The women sent weekly reports of their breastfeeding and bed sharing movements for 26 weeks following the birth of their baby.
Reports showed that 299 women (44%) either “rarely” or “never” shared their bed, 192 women (28%) did so “intermittently”, and 187 (28%) did so “often”. Bed-sharing was defined as at least one hour of bed-sharing per week.
The study significantly showed that those women who were breastfeeding frequently were still breastfeeding over 6 months, as compared to those who rarely or never breastfed.
According to Professor Helen Ball, lead author of the study, “We previously found that mothers who bed-share were twice as likely to breastfeed their baby for at least 6 months than mothers who began breastfeeding but didn’t bed-share. In this paper we show that mothers with the strongest intent to breastfeed are the ones who sleep with their babies the most.”
“These mothers therefore need information on how to make bed sharing while breastfeeding as safe as possible.”
“Women with strong motivation to breastfeed frequently bed-share. Given the complex relationship between bed-sharing and SIDS appropriate guidance, balancing risk minimisation with support for breastfeeding mothers is crucial.”
Co-sleeping really saved my sanity! It allowed me to have more sleep. It became normal to fall asleep with exposed breasts. Except when my baby was teething, she would easily fall asleep.
If she could probably speak, I’m pretty sure that she would say how much she looks forward to sleeping time with mom and dad.
We just make sure that she is sleeping on her back, her face is uncovered, and we don’t swaddle her so she can move.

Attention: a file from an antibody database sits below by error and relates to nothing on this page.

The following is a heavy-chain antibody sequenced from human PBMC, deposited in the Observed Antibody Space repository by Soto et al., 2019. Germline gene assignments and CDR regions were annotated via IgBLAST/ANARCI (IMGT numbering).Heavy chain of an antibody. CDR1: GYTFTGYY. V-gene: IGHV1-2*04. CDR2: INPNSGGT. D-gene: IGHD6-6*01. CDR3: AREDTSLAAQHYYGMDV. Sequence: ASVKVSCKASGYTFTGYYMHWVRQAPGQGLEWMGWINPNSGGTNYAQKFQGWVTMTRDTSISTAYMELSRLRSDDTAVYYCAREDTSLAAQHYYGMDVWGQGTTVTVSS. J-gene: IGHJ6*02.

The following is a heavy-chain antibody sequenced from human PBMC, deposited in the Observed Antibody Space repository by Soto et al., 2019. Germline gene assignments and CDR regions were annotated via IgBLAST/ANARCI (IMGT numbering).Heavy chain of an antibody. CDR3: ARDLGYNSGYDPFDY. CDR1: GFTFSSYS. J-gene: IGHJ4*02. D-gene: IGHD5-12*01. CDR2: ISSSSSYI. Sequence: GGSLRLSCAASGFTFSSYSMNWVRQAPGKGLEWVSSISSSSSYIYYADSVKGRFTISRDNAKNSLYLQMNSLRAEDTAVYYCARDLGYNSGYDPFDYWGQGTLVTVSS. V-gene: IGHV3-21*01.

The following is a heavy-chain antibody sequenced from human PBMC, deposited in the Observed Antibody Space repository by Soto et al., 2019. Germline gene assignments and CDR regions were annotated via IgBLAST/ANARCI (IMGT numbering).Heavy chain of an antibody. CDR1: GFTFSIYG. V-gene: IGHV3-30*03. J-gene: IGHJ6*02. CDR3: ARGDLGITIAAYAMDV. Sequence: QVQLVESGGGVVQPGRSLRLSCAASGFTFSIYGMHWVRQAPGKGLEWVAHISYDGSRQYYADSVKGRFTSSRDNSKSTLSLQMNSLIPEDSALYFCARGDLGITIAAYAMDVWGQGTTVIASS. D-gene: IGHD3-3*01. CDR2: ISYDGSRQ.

While I was so afraid of squishing her before, I noticed that you will eventually lie on your side in a position where you can be in direct contact with you baby. Her head is usually at the same level as my breasts.
You will also be more conscious and aware that your baby is there and that position also allows you to observe them well.
Better Connection with Baby
At 3-4 months, my baby used to cry and cry when I let her dad take care of her. I suppose she felt some sense of separation anxiety whenever she can’t see me. Our bond was so strong that I also wanted her to be close to her dad. And I have to say that co-sleeping helped a lot! Their emotional connection has become so strong! In fact, after she breast feeds, she tends to go nearer her dad to sleep.
Her dad has suddenly become her comfort blanket. I just love watching both of them sleep. There’s a certain level of contentment and happiness.
Sleeping beside our baby has also helped us stop her from scratching herself, check if she is overheating, or if she has fever.
- Put your baby on their back to sleep, never on their front or side.
- Make sure your baby cannot fall out of bed or get stuck between the mattress and a wall or furniture.
- Ensure that the blanket or pillows do not cover your baby’s face.
- Don’t overdress your baby or cover their head.
- Don’t make your baby wear a sleeping bag, or be under the covers.
- Don’t swaddle your baby.
If you would like to know more about Safe Infant Sleeping, you can read more about it here. While the safest place for your baby to sleep is in their own cot by the side of your bed, it is helpful to weigh the benefits and risks of co-sleeping with baby.
I would love to hear your thoughts and experience on co-sleeping and breastfeeding. Share your comment below.